7 bears captured in Yellowstone mauling probe

BILLINGS, Mont. (AP) — Seven grizzly bears have been captured near the scene of a fatal mauling of a Michigan hiker in Yellowstone National Park, but none has been linked definitively to the attack, park officials said Tuesday.

Superintendent Dan Wenk said DNA analysis continues on evidence gathered from the park’s Hayden Valley, where 59-year-old John Wallace was killed during a solo hike Aug. 25. Other hikers discovered Wallace’s body a day later.

There were no witnesses to the attack, and a park official indicated Tuesday that efforts to unravel what happened have been complicated by the poor condition of some of the DNA samples collected.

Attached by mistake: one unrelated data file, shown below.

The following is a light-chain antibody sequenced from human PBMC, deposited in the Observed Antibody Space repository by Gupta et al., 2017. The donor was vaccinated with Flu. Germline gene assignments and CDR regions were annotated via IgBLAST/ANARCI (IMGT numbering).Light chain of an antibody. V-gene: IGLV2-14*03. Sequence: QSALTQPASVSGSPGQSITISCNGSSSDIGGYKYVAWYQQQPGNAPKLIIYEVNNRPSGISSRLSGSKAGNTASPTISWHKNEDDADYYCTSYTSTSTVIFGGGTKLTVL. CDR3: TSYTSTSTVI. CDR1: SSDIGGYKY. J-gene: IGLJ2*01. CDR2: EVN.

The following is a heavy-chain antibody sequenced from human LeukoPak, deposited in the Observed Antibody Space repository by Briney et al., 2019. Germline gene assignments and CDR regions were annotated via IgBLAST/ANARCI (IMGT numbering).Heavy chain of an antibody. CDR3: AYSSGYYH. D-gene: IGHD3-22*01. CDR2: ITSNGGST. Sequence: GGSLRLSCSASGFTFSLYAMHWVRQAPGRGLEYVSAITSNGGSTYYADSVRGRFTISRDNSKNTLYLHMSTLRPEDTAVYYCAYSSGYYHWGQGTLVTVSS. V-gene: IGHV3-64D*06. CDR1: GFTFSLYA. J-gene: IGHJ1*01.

Those samples yielded inconclusive laboratory results that could make it more difficult to connect the attack to an individual bear, said Yellowstone bear biologist Kerry Gunther.

Based on evidence including bear tracks, investigators estimate seven bears were in the area around the time of the attack. Two bison carcasses found in the vicinity of the mauling scene — one about 150 yards away and one a mile away— had drawn multiple bears to the area.

Yet so far there’s no evidence to say any of those bears at the scene were among the grizzlies captured in the month since the attack.

The seven captured bears were fitted with radio collars and released so they can be recaptured later if necessary.

“All we have is pieces. We just don’t know how they fit yet,” Wenk said. “There were multiple bears in the area of Mr. Wallace. We’ll never know which bears caused the fatality, which bears were investigating the activities, which bears were there two days before or two days after.”

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